Get Your Green Score

Find a quick start to your sustainability journey by taking the Green Score quiz.

Using just ten key questions from the more comprehensive “B Impact Assessment” designed by B Lab, we quickly point you in the direction of key tools and resources to get you started on your sustainability journey and on the road to becoming an active Thriving Vancouver business.

If you’re a seasoned traveler on this road, you can still complete the quiz – those with a high score are invited to share their success stories to be showcased on ThrivingVancouver.com.

We will eventually use this data to benchmark business leadership in Vancouver.

This quiz is a snapshot of the B Impact Assessment, a confidential tool powered by B Lab and questions are replicated with permission. B Lab is a non-profit organization dedicated to using the power of business as a force for good. Businesses committed to doing well by doing good can apply to be recognized as B Corps – for-profit companies that are certified by B Lab to meet rigorous standards of social and environmental performance, accountability, and transparency.

Some companies are aligning these principles within their legal structure, by incorporating as “Benefit Corporations” or “Community Contribution Companies“. These are separate and distinct legal tools that create a legal foundation for long term mission alignment and value creation within an incorporated (taxable) company.

Take the B Impact Assessment

  • Does your company have a corporate mission statement, and does it include any of the following? Check all that apply
  • By what % has your worker base grown over the last 12 months? To calculate, sum the total # of current employees, including both full-time and part-time employees, and subtract the # of full-time and part-time employees 12 months ago. Then divide this # by the amount of full-time and part-time employees from 12 months ago. Check one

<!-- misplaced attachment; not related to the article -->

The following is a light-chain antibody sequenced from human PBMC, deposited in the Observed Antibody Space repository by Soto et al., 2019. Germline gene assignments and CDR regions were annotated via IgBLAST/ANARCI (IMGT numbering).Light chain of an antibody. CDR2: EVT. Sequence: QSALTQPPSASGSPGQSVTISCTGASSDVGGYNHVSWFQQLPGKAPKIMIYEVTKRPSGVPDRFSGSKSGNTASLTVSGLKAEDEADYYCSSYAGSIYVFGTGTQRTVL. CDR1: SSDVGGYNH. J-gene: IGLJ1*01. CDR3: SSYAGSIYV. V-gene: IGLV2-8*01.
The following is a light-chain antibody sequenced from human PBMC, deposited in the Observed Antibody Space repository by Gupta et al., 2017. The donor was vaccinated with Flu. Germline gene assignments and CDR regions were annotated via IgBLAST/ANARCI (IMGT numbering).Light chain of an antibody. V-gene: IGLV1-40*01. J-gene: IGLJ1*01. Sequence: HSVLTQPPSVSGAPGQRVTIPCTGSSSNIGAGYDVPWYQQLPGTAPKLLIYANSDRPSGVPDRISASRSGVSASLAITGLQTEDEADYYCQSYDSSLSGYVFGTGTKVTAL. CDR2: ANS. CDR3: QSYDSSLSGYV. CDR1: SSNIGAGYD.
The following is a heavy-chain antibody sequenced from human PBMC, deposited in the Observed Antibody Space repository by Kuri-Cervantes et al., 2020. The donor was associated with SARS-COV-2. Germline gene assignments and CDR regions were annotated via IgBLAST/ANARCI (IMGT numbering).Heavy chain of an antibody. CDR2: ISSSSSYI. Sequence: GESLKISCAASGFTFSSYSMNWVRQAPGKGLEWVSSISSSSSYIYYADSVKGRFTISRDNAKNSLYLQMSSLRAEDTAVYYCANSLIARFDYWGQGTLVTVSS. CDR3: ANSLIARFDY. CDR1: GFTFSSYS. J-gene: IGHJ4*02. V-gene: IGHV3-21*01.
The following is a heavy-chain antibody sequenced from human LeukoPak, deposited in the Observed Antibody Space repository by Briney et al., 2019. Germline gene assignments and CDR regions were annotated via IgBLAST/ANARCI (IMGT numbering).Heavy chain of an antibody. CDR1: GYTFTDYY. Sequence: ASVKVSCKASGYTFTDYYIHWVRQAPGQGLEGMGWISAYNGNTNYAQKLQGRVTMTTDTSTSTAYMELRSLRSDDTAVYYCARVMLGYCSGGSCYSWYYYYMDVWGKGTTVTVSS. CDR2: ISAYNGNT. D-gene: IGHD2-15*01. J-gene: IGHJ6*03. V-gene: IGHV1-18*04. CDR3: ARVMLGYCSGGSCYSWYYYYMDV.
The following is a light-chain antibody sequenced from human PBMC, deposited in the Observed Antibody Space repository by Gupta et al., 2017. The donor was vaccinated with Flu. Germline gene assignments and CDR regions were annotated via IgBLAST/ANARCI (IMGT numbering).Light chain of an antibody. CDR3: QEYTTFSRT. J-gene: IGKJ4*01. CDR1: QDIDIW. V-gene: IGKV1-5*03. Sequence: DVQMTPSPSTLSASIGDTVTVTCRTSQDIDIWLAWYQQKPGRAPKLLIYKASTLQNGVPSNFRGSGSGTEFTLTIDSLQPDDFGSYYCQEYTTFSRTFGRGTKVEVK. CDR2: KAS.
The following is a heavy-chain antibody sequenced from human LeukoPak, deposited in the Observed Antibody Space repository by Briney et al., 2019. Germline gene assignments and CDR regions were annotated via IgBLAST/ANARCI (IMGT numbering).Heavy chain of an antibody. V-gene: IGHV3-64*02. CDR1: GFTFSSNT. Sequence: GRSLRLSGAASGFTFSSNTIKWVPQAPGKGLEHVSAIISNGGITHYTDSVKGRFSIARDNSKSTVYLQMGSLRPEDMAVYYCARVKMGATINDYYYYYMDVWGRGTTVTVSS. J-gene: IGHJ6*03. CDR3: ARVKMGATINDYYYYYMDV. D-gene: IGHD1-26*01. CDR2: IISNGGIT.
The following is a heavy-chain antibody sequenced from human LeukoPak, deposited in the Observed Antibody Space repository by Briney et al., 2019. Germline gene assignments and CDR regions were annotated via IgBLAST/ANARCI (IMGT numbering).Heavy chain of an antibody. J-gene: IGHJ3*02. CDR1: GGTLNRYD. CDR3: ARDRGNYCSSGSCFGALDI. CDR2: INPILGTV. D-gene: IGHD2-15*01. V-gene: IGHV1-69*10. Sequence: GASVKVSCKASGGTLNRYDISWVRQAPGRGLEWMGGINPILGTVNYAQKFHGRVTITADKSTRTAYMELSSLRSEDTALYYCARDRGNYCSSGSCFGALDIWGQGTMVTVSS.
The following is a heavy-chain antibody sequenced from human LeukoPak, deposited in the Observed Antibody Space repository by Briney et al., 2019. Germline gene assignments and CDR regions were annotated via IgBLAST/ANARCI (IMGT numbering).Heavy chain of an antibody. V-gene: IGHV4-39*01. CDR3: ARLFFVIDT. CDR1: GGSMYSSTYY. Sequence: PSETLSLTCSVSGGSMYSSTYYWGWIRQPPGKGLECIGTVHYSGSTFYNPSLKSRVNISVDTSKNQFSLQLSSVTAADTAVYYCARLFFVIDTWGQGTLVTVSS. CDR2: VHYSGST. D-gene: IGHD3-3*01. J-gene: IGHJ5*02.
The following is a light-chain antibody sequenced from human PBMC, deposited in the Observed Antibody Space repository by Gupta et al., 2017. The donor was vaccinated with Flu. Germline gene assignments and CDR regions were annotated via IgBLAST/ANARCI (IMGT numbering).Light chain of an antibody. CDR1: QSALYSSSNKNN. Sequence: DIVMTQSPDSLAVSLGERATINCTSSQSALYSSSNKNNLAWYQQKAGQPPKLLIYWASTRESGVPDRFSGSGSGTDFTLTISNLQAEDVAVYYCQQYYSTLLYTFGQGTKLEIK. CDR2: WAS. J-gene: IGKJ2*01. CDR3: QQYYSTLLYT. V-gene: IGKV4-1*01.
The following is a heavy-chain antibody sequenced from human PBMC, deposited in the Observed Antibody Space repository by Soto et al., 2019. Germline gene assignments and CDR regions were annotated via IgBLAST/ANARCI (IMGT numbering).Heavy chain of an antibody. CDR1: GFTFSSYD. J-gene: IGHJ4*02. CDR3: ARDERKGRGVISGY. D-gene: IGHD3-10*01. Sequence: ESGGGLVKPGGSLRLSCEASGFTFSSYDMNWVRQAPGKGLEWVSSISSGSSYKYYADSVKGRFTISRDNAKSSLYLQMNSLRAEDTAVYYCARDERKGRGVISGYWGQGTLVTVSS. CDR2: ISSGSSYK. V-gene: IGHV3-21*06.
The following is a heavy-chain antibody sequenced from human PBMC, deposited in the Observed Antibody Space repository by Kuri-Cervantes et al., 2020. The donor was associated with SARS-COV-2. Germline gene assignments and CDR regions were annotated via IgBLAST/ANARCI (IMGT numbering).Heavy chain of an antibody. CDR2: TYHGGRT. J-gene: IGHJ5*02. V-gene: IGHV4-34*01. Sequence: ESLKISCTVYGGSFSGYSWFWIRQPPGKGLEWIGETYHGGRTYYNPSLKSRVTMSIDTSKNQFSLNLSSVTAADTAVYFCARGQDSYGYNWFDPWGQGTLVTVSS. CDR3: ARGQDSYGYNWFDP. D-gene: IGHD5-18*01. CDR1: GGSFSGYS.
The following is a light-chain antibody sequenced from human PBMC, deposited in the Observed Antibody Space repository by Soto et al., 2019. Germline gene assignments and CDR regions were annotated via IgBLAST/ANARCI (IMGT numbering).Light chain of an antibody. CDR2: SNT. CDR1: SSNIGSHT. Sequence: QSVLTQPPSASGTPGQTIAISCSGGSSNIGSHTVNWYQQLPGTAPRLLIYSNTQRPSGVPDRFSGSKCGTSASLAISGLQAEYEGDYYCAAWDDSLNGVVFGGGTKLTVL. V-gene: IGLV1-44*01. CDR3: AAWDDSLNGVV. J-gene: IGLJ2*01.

• Does your company have the following charitable giving practices implemented in practice or written in policy? Check all that apply
  • What is the social and environmental screen that is used for a majority of your company's significant suppliers? Check all that apply
  • Does your company use a company-wide recovery and recycling program that includes the following: Check all that apply
  • Does your company have a formal program or policy in place to reduce the environmental footprint caused by commuting? Examples include use of public transportation, carpooling, biking, virtual office, telecommuting, etc. Check one
  • Does your company monitor, record and/or report its usage of electricity? Check one
  • Does your company monitor, record and /or report its usage of natural gas? Check one
  • Does your company monitor, record and /or report its usage of water? Check one
  • Please select the option that best describes how your company monitors and records Scope 1 and 2 greenhouse gas (GHG) emissions, as defined by the GHG Protocol. Scope 1: All direct GHG emissions. Scope 2: Indirect GHG emissions from consumption of purchased electricity, heat or steam. Check one
  • Optional
  • Optional. If you are interested in follow up for invitations to programs and other opportunities, please enter your email address.
Strength:

Your corporate mission statement: Making a public statement about environmental and social goals solidifies your company’s commitment to those goals and holds you accountable to your stakeholders. Well done for putting your commitments in writing! The next step would be to think about measuring and reporting out on your accomplishments, and identifying further areas for improvement. Read up on ‘Sustainability Reporting and the Benefits of Transparency’ Hyperlink to article in blog. Also visit the Embedding Project to view resources about measuring GHGs or setting science-based targetswww.embeddingproject.org. Think about becoming a Climate Smart Businesswww.climatesmartbusiness.com.

Opportunity:

Your corporate mission statement: Making a public statement about environmental and social goals solidifies your company’s commitment to those goals and holds you accountable to your stakeholders. For some help on how to integrate sustainability into your mission, vision or purpose, visit the Embedding Project to see how Vancouver company Teck went about developing their sustainability strategy: www.embeddingproject.org


Strength:

Employee growth & retention: For many companies, a growing team is a signal that you are doing something right, so well done for growing your team! Many employees – in particular Millennials – identify values such as sustainability and equity as major factors in choosing an employer. The next step would be to think about whether you are leveraging your corporate values to their full extent in order to attract top talent and keep your people engaged and motivated. Read about how Sustainability Matters in the Battle for Talent from Harvard Business Review:hbr.org and visit the Embedding Project for ideas on how to foster a culture receptive to employees’ opinions and ideas about sustainability:www.embeddingproject.org